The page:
• In Brazil, the National Industrial Apprenticeship Service (SENAI) is investing US $750 million to create 23 new Innovation Institutes designed to support business innovation and research in Brazil. And Brazil’s Science Without Borders Initiative sends 100,000 students for study abroad focused on science, technology, and innovation.
  • Germany has doubled its STEM graduates between 2000 and 2010, which one report claims will boost “long-term economic growth by .35%.”
  • The Swedish government has just made its largest ever investment in life sciencesUS $320 million. It has also budgeted for 400 new spots for engineering students at Sweden’s universities next year with a goal of 1,600 new places for civil engineering students to be created by 2016 — this has the attached price tag of US $32 million, a testament again to how expensive it can be to increase STEM capacity.
  • South Korea has allocated around US $51 million to assist Africa over the next two years in carrying out human resource development projects, including growing the continent’s scientific workforce, preparing higher education reform strategies and designing education policy.

What it all means for student recruitment

That there is demand for STEM programmes is undeniable – and demand among emerging segments in national populations, too.

In Saudi Arabia and the Arab world as a whole, for example, there is a growing emphasis on getting women trained in STEM fields. According to University World News, in Saudi Arabia, 65% of all enrolments in science degrees in 2010 were women, versus 40% a decade earlier. Still, Saudi women make up just 34% of Saudi science master’s students and 29% of PhD students, and they command only 1% of research jobs in the country (the worldwide average for women researchers is 30%).

A recent Economic Intelligence Unit report, Accelerating Growth: Women in science and technology in the Arab Middle East, contains recommendations for how to encourage more Arab women into STEM graduate studies and careers. Magdi Tawfik Abdelhamid, a researcher at Cairo’s National Research Centre, told University Word News that the report’s recommendations would be taken up by such associations as the “UAE-based Arab science and technology foundation’s Arab women network for research and development, and the Bahrain-based Arab network for women in science and technology.”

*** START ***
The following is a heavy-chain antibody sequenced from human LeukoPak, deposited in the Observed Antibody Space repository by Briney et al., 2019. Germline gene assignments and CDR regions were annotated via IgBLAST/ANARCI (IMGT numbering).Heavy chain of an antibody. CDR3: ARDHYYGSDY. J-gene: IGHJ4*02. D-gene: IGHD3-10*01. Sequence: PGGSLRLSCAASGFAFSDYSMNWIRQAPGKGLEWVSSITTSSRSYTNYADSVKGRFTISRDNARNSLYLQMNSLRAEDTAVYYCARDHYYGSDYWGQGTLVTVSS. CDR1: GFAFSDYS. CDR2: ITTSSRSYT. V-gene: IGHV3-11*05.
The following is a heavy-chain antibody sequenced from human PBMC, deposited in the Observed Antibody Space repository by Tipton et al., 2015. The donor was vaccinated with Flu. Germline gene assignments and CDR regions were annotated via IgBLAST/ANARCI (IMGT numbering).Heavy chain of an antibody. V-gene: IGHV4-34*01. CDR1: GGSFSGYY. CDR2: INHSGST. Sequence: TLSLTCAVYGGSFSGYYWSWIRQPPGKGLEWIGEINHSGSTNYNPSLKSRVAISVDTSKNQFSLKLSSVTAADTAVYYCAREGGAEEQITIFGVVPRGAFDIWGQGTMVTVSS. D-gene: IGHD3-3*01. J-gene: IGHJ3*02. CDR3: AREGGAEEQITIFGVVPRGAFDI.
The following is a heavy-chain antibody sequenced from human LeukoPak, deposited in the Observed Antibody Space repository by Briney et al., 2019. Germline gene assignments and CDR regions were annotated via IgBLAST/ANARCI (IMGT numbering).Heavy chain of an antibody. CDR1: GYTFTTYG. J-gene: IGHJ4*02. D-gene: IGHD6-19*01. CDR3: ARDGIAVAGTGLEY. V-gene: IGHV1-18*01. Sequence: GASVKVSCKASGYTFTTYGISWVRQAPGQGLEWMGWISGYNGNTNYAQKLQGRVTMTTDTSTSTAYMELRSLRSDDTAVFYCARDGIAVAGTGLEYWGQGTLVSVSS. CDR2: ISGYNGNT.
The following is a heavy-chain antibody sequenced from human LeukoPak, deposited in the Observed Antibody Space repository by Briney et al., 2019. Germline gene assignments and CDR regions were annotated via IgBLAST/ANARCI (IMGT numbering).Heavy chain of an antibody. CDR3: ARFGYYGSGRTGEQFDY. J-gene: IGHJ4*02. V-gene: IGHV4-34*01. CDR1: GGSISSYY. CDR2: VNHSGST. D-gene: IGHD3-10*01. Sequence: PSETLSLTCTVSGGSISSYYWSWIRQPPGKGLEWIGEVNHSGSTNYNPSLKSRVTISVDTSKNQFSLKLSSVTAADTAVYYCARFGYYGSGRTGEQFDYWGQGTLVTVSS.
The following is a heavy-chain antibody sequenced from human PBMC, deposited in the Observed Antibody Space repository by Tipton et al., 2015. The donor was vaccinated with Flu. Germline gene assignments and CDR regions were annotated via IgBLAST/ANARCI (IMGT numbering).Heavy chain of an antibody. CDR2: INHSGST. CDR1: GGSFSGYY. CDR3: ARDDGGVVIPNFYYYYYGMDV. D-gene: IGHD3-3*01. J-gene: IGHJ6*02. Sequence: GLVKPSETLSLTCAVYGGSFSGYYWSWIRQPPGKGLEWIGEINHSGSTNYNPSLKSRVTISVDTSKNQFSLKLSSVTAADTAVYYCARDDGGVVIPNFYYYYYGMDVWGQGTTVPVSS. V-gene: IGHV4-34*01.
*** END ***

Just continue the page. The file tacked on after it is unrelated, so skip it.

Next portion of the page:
So, women – especially in the Arab world – may be an increasingly promising target segment. As for the population of prospective STEM students as a whole, keep in mind that STEM programmes are often very expensive, and so prospect interest in scholarship opportunities or other financial supports may be an important aspect of a successful recruitment strategy.

In addition, bridging/preparatory programmes and generally strong student supports can be very important for international students as STEM programmes are often very tough academically and can have high attrition rates.

One university that invested in this area was The University of Texas at El Paso:

Through a combination of bridge programmes, building a community of support for STEM students, increasing students’ research opportunities, and re-evaluating teaching practices, [the university] raised graduation rates in STEM disciplines by nearly 50% and more than doubled the number of STEM baccalaureate degrees awarded to Hispanics — making it the largest producer of Mexican-American STEM graduates in the country.

As these points illustrate, recruitment for STEM programmes can be tricky. But as more and more students (and governments) become interested in STEM fields, figuring out how to tune recruitment strategies to address these programme-specific challenges and opportunities will be key.